BBC Radio 1 and 2 'cost commercial broadcasters £50m a year in ad revenue'

Alliance of radio stations tell MPs BBC stations have become too mainstream

BBC Radio 1 and 2 'cost commercial broadcasters £50m a year in ad revenue'

Photo: BBC

MPs have been told BBC Radio 1 and 2 are costing commercial radio stations £50million a year in lost advertising revenue.

An alliance of commercial stations have told the Government's Department for Media, Culture and Sport (DCMS) that the BBC's flagship stations have become too mainstream and are neglecting their public service obligations in pursuit of high ratings. This in turn is harming smaller competitors by drawing away their listeners to the BBC's advert-free service.

Radiocentre, the industry body that represents commercial radio stations in the UK, put forward their concerns to a DCMS committee. They said: "The BBC's radio services, particularly Radio 1 and Radio 2, should be more distinctive and take the opportunity to provide greater public value, rather than simply seek large audiences. It is hard to avoid the conclusion that much of the BBC's growth in listening share in recent years has come at the direct expense of the commercial sector."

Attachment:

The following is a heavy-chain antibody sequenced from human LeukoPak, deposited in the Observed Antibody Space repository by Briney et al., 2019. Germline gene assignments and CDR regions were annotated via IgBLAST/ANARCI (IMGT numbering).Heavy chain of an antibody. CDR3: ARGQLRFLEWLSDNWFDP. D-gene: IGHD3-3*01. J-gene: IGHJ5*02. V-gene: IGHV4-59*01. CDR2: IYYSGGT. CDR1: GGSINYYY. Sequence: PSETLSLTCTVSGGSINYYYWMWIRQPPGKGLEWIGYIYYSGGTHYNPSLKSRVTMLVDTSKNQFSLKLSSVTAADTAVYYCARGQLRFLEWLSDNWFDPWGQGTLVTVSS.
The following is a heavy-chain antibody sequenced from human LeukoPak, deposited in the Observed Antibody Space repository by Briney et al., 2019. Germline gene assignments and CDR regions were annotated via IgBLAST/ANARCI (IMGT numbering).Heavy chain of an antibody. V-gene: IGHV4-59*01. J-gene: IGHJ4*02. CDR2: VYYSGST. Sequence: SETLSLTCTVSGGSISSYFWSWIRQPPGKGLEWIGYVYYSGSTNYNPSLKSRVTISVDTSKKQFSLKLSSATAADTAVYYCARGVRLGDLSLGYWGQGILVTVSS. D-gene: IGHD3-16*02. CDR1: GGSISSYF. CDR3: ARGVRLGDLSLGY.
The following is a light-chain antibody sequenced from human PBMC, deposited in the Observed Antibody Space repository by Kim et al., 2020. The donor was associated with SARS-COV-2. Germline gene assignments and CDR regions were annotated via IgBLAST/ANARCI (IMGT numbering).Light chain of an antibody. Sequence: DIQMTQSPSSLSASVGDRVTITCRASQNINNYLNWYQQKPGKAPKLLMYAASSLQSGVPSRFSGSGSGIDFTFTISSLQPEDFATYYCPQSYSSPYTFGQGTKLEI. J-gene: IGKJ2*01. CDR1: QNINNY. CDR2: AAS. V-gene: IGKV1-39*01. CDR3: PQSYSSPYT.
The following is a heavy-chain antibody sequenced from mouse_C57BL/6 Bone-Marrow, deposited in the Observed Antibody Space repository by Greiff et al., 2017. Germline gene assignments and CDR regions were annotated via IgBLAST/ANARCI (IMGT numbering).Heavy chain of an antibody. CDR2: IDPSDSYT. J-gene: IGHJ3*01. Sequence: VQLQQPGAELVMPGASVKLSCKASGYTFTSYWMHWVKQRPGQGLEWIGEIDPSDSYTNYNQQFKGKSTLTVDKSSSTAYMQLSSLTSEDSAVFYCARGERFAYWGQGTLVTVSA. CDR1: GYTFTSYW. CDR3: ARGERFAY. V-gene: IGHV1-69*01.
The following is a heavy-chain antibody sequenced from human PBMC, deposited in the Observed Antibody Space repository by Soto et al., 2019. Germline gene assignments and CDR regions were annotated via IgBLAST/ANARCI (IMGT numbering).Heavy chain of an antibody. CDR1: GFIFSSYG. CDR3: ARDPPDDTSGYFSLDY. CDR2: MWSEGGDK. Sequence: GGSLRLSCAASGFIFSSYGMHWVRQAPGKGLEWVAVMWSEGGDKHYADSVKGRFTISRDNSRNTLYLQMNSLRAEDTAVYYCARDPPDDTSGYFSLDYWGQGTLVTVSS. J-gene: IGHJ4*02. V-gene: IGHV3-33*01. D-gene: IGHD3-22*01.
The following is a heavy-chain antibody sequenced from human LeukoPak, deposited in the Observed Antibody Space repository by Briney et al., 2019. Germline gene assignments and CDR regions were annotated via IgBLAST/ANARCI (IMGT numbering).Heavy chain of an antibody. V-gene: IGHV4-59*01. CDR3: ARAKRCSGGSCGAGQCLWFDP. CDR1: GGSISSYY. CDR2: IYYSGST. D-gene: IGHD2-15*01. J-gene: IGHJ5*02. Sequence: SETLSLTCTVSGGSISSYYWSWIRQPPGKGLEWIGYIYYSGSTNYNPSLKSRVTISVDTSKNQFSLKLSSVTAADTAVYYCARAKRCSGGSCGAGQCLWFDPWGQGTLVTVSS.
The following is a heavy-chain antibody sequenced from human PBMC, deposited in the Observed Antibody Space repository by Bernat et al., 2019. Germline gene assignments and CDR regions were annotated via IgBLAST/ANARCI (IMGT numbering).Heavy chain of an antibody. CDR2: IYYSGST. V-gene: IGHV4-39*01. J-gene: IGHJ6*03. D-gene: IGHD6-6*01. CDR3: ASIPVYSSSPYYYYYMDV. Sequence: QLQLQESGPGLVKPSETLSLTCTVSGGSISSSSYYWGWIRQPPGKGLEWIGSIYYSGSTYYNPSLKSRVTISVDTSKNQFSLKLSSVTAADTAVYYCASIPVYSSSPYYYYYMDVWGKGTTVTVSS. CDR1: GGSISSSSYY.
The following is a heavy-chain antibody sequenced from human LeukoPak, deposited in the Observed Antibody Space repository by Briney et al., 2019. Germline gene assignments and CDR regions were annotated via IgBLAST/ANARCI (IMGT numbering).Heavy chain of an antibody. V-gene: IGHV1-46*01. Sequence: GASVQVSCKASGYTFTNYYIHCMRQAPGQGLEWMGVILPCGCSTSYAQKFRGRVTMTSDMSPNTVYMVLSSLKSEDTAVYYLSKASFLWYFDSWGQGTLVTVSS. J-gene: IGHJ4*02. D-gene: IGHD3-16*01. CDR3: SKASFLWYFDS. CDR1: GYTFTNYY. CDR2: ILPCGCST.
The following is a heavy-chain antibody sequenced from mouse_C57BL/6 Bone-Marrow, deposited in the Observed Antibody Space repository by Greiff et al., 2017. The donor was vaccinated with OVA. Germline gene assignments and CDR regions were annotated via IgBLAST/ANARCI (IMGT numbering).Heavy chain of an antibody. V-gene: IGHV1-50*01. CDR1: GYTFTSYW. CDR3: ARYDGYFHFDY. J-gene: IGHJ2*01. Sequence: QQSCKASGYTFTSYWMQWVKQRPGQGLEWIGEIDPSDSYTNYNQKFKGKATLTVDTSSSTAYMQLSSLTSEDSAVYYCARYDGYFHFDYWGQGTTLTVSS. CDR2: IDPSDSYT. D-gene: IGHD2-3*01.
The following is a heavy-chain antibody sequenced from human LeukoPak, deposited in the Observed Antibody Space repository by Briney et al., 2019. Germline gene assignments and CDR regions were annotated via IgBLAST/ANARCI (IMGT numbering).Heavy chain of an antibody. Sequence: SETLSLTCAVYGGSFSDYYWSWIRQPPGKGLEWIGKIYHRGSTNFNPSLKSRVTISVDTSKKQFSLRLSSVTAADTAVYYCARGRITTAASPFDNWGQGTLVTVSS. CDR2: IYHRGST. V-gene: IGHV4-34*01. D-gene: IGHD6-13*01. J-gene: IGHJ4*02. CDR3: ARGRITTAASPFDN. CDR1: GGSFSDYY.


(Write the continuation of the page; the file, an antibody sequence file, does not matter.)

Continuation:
In October, audience figures provided by Rajar showed Radio 2 continued to have the UK's biggest audience with 14.94m listeners each week, with Chris Evans' breakfast show the most-listened to on the station, while Radio 1, where Nick Grimshaw's breakfast show is the most popular, has almost 11 million weekly listeners.

Last month, Radio 2 were forced to scale back planned coverage of Gary Barlow's latest album 'Since I Saw You Last' after Radiocentre warned the extensive coverage risked breaching BBC guidelines on 'unfairly promoting any commercial organisations'.

The commercial stations argue that the BBC should use its licence fee funding to promote new artists, make specialist programmes and cater for audiences that would not otherwise be properly served by the rest of the market. A spokesperson for the BBC said: "Research shows that not only is there strong public support for the BBC showing a wide range of content and funded by the licence fee, but also that in countries where public service broadcasting is strong, commercial broadcasting is also strong."


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